Frame Animation

This is an example of what the timeline looks like when you are using keyframe animation. Each frame is a keyframe, so instead of using tweens, you are creating each motion within each frame.

So now that we understand the timeline, keyframes, and tweens, let’s draw some shapes.

Step 3

What I did here is pick my color with the color picker (no stroke!) and use the rectangle tool to draw a shape on Layer 1 in frame 1.

Step 3a

Before we get much further, I want to make sure that you know that there are two defaulted tabbed spaces that can be very helpful to you. Libraries are going to be used later in this post, but Properties is also very useful to you.

Properties will tell you what kind of content you have selected, can let you name instances (not shown), and you can change your positioning, size, color, and all kinds of other useful tools that are necessary to the creation process in Flash.

Step 4

Continuing on, since I want this shape to move, I’m going to insert a keyframe at frame 45, which will make this animation less than 2 seconds long. To insert the keyframe, I simply right click so this menu will pop up.

Step 5

With the keyframe at frame 45 highlighted, I take my shape and move it into the position I would like my shape to end up at the end of the animation.

Step 6

Now that we have our shape in the positions we want, we’re going to click anywhere between the two keyframes and create a classic tween. Now, the shape will move within the 45 frames.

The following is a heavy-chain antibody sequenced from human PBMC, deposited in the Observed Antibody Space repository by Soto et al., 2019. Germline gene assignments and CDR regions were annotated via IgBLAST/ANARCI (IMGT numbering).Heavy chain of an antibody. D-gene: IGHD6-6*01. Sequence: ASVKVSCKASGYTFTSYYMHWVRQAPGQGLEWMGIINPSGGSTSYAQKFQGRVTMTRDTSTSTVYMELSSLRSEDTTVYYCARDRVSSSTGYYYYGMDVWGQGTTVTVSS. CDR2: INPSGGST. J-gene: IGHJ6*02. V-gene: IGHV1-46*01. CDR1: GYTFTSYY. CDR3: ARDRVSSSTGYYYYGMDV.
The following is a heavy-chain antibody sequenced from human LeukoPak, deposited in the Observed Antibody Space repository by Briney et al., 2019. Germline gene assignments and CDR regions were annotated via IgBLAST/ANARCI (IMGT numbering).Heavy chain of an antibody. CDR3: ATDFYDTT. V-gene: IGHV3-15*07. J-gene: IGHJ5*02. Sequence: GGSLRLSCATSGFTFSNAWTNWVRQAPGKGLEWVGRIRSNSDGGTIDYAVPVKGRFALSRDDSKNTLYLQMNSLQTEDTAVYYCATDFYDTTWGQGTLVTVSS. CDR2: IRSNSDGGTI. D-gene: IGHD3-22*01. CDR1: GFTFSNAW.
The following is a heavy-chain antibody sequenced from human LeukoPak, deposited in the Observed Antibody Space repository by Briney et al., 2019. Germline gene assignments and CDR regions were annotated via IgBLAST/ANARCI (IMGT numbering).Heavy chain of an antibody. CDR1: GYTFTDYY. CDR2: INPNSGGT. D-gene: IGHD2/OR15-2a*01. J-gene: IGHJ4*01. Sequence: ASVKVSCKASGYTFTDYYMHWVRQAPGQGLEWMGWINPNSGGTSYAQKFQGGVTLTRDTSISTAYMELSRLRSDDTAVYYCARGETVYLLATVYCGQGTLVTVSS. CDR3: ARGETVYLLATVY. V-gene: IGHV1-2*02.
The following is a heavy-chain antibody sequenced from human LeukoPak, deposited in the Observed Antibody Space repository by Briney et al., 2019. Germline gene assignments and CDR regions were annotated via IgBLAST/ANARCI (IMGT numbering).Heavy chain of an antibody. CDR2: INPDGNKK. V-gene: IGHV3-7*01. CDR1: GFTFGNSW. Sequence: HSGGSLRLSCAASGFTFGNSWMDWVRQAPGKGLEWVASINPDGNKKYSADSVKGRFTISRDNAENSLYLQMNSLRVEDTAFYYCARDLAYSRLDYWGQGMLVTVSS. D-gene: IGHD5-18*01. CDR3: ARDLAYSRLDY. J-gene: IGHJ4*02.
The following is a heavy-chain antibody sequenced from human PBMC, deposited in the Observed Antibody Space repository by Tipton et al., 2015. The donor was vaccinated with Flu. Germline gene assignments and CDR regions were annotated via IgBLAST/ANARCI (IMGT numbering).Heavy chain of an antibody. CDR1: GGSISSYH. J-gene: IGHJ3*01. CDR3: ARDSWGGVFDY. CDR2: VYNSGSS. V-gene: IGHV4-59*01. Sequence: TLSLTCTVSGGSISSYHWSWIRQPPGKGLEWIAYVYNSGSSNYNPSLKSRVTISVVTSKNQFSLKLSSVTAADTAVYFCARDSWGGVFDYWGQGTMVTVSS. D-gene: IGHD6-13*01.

Step 7

Now, let’s make a copy the same shape to move in a different direction as the original shape. So to do that, we’re going to use the library panel.

The library stores shapes, animations, sounds, and even photos where they can easily be clicked and dragged out onto the stage.

To make our current shape an aspect of the library, we must convert it to a symbol.

Step 8

In this new menu, we are going to make this a movie symbol, and name this object “Purple Rectangle” and then click on Okay.

Step 9

The symbol now appears under the library tab as Purple Rectangle. We are going to add a new layer and then drag our new symbol out.

Step 10

Next, we’re going to position out our second shape where we would like it to initially appear when the animation begins.

Step 11

After we have our initial position, we’re going to insert a keyframe on layer 2 under frame 45 and move the shape to where we would like the shape to end when the animation is complete.

Step 12

Now that we have our two positions, we are again going to create a classic tween so that our shape moves.

Step 13

Now let’s preview our hard work by going under the Control Panel, to Test Movie, to In Flash Professional.

Step 14

Congrats! You’ve made your first Flash movie! Brought to you by the patron saints of responsive web design Ohio, Go Media.